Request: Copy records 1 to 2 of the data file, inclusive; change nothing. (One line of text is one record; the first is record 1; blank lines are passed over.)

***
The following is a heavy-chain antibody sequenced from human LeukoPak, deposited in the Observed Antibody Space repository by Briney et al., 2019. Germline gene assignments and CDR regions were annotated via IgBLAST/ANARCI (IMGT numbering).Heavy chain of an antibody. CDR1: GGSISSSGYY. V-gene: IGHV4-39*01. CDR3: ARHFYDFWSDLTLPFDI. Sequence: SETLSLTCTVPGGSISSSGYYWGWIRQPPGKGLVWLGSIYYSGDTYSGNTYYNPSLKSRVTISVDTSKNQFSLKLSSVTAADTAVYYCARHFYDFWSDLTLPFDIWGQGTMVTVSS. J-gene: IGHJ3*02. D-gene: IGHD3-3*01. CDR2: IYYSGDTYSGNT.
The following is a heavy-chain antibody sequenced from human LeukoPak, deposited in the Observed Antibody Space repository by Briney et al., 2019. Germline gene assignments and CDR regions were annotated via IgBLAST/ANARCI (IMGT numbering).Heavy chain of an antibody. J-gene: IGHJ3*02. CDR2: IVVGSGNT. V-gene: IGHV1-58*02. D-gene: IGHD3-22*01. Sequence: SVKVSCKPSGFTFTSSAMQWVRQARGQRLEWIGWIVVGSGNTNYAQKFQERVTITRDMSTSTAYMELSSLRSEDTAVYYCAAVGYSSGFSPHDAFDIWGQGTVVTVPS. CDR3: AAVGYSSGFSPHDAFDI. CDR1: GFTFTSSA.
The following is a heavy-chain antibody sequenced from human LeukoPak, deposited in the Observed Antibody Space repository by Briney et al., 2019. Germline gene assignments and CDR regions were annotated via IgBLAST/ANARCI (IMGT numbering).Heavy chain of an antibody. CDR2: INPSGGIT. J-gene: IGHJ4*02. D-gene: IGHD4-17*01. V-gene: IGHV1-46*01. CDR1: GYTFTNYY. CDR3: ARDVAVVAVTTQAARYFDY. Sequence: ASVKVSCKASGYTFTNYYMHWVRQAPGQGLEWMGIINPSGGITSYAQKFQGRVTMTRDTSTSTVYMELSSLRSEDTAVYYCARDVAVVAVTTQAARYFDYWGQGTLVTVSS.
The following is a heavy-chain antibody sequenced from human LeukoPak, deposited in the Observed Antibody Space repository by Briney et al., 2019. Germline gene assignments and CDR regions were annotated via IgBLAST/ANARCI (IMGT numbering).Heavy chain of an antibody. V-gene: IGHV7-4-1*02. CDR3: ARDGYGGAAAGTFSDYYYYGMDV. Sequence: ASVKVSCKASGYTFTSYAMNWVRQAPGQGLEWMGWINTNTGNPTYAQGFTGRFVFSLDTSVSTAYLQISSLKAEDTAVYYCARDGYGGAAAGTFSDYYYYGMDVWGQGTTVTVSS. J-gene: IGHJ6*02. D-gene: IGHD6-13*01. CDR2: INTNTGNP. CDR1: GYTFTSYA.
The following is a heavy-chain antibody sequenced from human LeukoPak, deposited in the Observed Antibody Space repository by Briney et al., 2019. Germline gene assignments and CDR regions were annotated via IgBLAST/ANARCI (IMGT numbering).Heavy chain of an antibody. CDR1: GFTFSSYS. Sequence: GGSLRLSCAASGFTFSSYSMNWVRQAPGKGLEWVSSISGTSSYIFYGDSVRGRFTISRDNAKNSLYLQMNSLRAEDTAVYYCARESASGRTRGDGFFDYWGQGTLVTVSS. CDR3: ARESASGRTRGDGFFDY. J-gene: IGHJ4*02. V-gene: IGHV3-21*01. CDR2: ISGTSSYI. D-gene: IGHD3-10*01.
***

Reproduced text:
The following is a heavy-chain antibody sequenced from human LeukoPak, deposited in the Observed Antibody Space repository by Briney et al., 2019. Germline gene assignments and CDR regions were annotated via IgBLAST/ANARCI (IMGT numbering).Heavy chain of an antibody. CDR1: GGSISSSGYY. V-gene: IGHV4-39*01. CDR3: ARHFYDFWSDLTLPFDI. Sequence: SETLSLTCTVPGGSISSSGYYWGWIRQPPGKGLVWLGSIYYSGDTYSGNTYYNPSLKSRVTISVDTSKNQFSLKLSSVTAADTAVYYCARHFYDFWSDLTLPFDIWGQGTMVTVSS. J-gene: IGHJ3*02. D-gene: IGHD3-3*01. CDR2: IYYSGDTYSGNT.
The following is a heavy-chain antibody sequenced from human LeukoPak, deposited in the Observed Antibody Space repository by Briney et al., 2019. Germline gene assignments and CDR regions were annotated via IgBLAST/ANARCI (IMGT numbering).Heavy chain of an antibody. J-gene: IGHJ3*02. CDR2: IVVGSGNT. V-gene: IGHV1-58*02. D-gene: IGHD3-22*01. Sequence: SVKVSCKPSGFTFTSSAMQWVRQARGQRLEWIGWIVVGSGNTNYAQKFQERVTITRDMSTSTAYMELSSLRSEDTAVYYCAAVGYSSGFSPHDAFDIWGQGTVVTVPS. CDR3: AAVGYSSGFSPHDAFDI. CDR1: GFTFTSSA.